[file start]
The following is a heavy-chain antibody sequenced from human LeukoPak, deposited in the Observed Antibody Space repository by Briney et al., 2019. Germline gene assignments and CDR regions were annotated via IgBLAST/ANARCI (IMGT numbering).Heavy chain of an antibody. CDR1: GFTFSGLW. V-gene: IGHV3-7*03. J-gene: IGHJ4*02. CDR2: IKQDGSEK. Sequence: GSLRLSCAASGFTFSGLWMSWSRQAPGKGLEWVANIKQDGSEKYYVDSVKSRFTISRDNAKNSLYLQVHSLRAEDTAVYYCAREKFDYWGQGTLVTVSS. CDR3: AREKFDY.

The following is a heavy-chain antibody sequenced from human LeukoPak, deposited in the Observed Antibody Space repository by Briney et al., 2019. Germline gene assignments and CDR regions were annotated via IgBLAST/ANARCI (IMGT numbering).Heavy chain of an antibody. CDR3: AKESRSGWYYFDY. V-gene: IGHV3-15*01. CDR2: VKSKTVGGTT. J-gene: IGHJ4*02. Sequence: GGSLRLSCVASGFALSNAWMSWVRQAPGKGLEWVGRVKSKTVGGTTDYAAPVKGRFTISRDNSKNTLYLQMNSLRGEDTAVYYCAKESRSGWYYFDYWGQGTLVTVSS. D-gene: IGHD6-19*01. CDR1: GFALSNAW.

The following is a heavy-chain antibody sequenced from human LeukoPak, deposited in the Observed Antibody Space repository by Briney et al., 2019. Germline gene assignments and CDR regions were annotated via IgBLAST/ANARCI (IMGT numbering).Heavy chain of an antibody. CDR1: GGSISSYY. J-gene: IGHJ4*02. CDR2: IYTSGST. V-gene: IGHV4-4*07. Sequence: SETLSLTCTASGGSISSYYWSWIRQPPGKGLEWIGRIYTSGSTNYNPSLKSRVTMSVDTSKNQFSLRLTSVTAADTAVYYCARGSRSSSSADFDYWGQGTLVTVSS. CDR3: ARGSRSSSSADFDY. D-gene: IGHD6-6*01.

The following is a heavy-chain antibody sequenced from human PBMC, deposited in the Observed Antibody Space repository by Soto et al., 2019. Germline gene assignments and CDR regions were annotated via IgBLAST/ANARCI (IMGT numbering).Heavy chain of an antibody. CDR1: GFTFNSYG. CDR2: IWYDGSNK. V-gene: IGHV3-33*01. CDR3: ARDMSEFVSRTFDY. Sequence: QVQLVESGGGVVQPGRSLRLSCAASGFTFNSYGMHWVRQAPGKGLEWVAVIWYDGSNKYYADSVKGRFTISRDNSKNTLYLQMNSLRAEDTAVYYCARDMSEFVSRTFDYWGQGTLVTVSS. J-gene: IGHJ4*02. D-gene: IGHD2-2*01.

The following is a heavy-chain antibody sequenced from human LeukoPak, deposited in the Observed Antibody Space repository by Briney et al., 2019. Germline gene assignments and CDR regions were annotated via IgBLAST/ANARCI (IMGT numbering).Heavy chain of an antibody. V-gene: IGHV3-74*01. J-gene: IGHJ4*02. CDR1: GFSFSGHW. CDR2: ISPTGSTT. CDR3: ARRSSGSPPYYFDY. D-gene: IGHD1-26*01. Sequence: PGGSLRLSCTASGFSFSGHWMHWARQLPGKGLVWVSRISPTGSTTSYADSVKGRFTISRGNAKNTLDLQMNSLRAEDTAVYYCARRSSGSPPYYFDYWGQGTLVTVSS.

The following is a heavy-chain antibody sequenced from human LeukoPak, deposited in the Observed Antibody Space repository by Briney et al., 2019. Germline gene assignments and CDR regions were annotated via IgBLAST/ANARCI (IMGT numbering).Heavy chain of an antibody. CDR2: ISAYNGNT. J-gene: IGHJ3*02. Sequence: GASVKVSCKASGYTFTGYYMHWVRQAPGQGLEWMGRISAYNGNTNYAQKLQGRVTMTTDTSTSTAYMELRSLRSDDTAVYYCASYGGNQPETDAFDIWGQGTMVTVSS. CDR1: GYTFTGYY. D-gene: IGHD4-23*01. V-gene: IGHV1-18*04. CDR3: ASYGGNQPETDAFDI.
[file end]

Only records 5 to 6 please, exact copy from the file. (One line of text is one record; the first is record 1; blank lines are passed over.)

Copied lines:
The following is a heavy-chain antibody sequenced from human LeukoPak, deposited in the Observed Antibody Space repository by Briney et al., 2019. Germline gene assignments and CDR regions were annotated via IgBLAST/ANARCI (IMGT numbering).Heavy chain of an antibody. V-gene: IGHV3-74*01. J-gene: IGHJ4*02. CDR1: GFSFSGHW. CDR2: ISPTGSTT. CDR3: ARRSSGSPPYYFDY. D-gene: IGHD1-26*01. Sequence: PGGSLRLSCTASGFSFSGHWMHWARQLPGKGLVWVSRISPTGSTTSYADSVKGRFTISRGNAKNTLDLQMNSLRAEDTAVYYCARRSSGSPPYYFDYWGQGTLVTVSS.

The following is a heavy-chain antibody sequenced from human LeukoPak, deposited in the Observed Antibody Space repository by Briney et al., 2019. Germline gene assignments and CDR regions were annotated via IgBLAST/ANARCI (IMGT numbering).Heavy chain of an antibody. CDR2: ISAYNGNT. J-gene: IGHJ3*02. Sequence: GASVKVSCKASGYTFTGYYMHWVRQAPGQGLEWMGRISAYNGNTNYAQKLQGRVTMTTDTSTSTAYMELRSLRSDDTAVYYCASYGGNQPETDAFDIWGQGTMVTVSS. CDR1: GYTFTGYY. D-gene: IGHD4-23*01. V-gene: IGHV1-18*04. CDR3: ASYGGNQPETDAFDI.